Hazlitt 1852 Vineyards

Interview with Doug Hazlitt of Hazlitt 1852 Vineyards


Relaxed, friendly and unpretentious. A lifestyle we hope you share along with our wines. Stop in and see us on the postcard-perfect east side of Seneca Lake or picturesque Naples, NY, and we’ll share one with you. Or order a bottle* online and enjoy our wine in your perfect setting. Great wines. Great times. Yeah, you came to the right place. *Or two, or a case, or a pallet, we’re not judging.

Location Description

Our Hector location is one of the 33+ wineries on the award-winning Seneca Lake Wine Trail.


  • Great wines and great times. The horseshoe tasting bar. Popcorn served with your wine tasting. Outdoor party pavillion: The Oasis.

Additional Information

  • Meeting / Conference Facilities:
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  • Dog Friendly:
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Average Bottle Price

$ 10-14


Back in 1852, David Hazlitt bought 153 acres of fruit trees and vineyards here in Hector, NY. Over the next six generations, various Hazlitts farmed the land, raised families and made wine. OK, we don’t know for sure that they all made wine, but given the great grapes that grow here and the current generation’s track record for producing amazing wine, we’ve got a feeling they did.

We do know for sure that in 1985, Jerry and Elaine Hazlitt founded Hazlitt 1852 Vineyards. Today, our family keeps the tradition going. Our grapes make award-winning wines. Our wines make us new friends. And we love making both.

Did it start with dinner with friends at one of those chic little restaurants in the Finger Lakes, with us at the horseshoe bar in our tasting room or with a special someone on a first-date picnic? Maybe it was our Cabernet Franc that made you a Hazlitt fan. Or a Riesling or a Sauvignon Blanc. Was it love at first sip with our legendary Ice Wine or did our Red Cat bring on a different sort of romantic mood? Everybody’s got a Hazlitt story—and if you don’t, click here to get started

Practices & Techniques

Not to brag, but we were green long before green was the thing to be. Back then, we didn’t call them “sustainability practices,” we simply called it smart farming. We’re just glad the rest of the world is catching up to what farmers everywhere have known for generations: Treating our natural resources with respect is good for the land, good for people and good for business.

At Hazlitt 1852 Vineyards, we strive to follow the Three E’s of Sustainability: environmental protection and resource conservation, social well-being and equity, and economic prosperity and continuity. The following are a few of the things we do to reduce our impact and enhance our environment.

We compost all of our pomace (the pulpy residue that is left over after the juice is squeezed from the grapes) with a 50% addition of bedded horse manure. We then use the finished compost to fertilize the 50 acres of vineyards in Hector. This compost meets nearly all of the nutrient needs, so very little fertilizer is used.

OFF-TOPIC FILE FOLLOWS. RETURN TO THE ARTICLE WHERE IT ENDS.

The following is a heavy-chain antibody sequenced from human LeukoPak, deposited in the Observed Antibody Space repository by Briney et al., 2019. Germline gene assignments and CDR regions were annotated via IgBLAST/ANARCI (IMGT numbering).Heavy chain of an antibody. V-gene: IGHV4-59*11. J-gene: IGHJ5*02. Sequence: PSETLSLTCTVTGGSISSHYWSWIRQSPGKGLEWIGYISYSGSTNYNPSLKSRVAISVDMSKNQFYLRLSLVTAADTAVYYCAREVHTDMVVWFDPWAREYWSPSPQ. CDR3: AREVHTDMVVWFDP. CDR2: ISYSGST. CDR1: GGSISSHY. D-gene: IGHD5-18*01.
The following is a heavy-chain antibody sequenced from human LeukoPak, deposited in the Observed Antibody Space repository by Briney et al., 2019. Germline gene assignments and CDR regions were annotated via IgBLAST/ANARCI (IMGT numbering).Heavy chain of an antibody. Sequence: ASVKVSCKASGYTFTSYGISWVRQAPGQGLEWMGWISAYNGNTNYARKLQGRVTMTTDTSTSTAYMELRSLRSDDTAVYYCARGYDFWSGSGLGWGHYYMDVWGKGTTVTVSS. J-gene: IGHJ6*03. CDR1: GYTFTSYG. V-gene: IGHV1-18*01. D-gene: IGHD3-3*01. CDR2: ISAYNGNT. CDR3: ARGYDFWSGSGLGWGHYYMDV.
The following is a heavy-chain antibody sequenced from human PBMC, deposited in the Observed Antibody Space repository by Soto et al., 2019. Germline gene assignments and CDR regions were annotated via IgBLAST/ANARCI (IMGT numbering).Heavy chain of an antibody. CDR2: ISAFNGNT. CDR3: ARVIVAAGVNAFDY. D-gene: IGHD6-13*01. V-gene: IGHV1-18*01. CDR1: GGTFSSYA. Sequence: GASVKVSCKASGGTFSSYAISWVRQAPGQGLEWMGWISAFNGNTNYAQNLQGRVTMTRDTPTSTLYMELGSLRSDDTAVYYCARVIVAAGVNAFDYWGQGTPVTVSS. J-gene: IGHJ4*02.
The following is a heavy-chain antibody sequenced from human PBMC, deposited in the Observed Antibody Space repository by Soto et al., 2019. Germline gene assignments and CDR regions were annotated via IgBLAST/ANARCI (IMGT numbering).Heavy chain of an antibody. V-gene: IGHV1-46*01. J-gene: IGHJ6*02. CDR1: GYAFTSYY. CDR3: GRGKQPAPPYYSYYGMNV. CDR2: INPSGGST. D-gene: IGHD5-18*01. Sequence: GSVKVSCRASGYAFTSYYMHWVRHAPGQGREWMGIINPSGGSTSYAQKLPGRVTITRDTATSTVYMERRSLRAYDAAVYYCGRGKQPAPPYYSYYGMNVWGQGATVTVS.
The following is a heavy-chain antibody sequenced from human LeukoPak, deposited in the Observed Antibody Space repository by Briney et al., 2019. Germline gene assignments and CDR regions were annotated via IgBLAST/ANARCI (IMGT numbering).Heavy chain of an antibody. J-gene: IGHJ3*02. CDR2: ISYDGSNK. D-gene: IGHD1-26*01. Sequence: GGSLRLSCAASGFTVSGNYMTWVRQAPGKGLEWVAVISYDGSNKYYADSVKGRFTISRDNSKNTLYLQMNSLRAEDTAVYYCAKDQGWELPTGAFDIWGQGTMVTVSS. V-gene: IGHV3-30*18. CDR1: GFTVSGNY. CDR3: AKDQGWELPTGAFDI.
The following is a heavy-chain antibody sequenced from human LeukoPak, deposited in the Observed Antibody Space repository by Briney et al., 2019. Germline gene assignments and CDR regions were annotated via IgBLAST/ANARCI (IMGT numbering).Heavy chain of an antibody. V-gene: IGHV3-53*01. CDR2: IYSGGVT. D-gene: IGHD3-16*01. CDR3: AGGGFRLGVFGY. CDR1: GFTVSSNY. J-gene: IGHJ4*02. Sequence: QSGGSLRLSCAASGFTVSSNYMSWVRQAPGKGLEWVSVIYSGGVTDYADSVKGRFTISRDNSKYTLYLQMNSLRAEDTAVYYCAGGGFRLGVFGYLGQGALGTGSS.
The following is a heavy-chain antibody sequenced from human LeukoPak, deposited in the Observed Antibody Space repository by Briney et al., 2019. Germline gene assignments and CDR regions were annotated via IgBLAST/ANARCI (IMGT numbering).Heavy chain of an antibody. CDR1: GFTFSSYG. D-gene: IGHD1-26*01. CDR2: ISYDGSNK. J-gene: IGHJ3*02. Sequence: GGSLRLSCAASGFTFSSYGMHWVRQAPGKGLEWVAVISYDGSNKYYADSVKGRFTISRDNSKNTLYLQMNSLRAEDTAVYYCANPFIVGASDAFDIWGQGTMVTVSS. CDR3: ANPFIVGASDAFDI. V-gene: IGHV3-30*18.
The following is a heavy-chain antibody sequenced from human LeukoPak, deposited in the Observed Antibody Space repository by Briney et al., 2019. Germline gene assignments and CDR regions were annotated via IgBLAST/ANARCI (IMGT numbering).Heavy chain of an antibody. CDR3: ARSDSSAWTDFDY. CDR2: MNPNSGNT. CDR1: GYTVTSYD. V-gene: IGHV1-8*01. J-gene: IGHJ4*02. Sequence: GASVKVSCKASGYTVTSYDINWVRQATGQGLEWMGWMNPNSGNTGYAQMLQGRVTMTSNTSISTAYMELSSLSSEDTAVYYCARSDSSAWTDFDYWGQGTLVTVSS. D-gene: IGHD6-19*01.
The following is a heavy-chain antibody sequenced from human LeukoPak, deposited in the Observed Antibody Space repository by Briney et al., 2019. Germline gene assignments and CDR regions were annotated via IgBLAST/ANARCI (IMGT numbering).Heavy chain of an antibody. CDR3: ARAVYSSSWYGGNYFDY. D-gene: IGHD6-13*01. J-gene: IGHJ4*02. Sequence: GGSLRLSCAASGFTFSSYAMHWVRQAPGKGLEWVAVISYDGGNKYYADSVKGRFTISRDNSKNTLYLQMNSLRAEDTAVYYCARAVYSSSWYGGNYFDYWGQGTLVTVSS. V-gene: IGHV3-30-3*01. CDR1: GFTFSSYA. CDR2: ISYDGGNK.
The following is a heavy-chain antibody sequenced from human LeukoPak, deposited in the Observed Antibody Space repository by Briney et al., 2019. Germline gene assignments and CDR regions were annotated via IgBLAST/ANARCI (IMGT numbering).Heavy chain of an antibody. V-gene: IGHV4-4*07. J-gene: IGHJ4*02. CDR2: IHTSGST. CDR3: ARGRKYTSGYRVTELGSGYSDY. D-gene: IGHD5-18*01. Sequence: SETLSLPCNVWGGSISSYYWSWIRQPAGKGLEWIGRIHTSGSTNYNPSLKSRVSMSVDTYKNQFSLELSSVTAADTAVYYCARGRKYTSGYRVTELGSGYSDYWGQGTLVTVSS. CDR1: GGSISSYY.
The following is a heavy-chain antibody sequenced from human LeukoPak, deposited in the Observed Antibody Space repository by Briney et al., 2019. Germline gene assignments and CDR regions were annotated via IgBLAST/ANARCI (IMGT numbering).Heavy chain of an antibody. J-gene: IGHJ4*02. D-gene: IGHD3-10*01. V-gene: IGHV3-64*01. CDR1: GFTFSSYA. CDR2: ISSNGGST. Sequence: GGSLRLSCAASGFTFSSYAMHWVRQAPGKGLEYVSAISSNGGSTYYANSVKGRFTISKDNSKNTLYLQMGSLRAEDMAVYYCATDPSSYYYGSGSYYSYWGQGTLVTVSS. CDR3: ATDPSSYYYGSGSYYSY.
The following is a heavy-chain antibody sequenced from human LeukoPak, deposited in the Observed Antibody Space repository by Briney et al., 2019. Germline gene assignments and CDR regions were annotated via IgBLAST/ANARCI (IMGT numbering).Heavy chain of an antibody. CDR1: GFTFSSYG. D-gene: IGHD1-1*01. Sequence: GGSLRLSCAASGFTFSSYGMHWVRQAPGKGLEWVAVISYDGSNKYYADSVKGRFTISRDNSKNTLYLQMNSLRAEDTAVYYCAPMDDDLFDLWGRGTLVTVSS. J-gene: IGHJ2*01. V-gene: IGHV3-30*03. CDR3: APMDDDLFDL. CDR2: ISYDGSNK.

We use low-growing cover crops in vineyards to reduce mowing. Any mowing that has to be done is combined with some other, more essential operation, such as hoeing, leaf pulling or hedging. This not only reduces fuel consumption and pollution, it reduces the amount of dust produced and helps control mite populations. As a general rule, we restrict driving in the vineyards as much as possible when soil moisture is high.

We use Sudan grass as a cover crop to control nematodes (roundworms) before planting a new vineyard. Sudan grass suppresses weed growth and, when plowed into the soil, it can contribute as much organic matter as an 8-ton application of compost.

We roll out hay in vineyards that have been clean-cultivated through the summer. This helps retain moisture and prevent soil erosion. The hay contains cereal rye with seed, which is allowed to grow, helping suppress weed growth while adding organic material to the soil.

We’ve installed a 1,500-gallon tank to collect rainwater from our warehouse roof. We use this water to fill sprayers and wash the harvester.

We’ve developed a unique sprayer that allows us to apply pesticides to the fruit zone of the plant at the same time that another tank mix is being applied to the entire canopy.

We’re taking part in an experiment to see if parasitic wasps can control grape berry moth damage.


View awards list here: http://hazlitt1852.com/our-wine

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November 1-May 31 Monday - Saturday 10am- 5pm Sunday 11am-5pm June 1-October 31 Monday-Saturday 10am-5:30pm Sunday 11am-5:30pm CLOSED: Christmas Day, Easter,Thanksgiving Day, and New Year’s Day


5712 Route 414
Hector, New York 14841
United States

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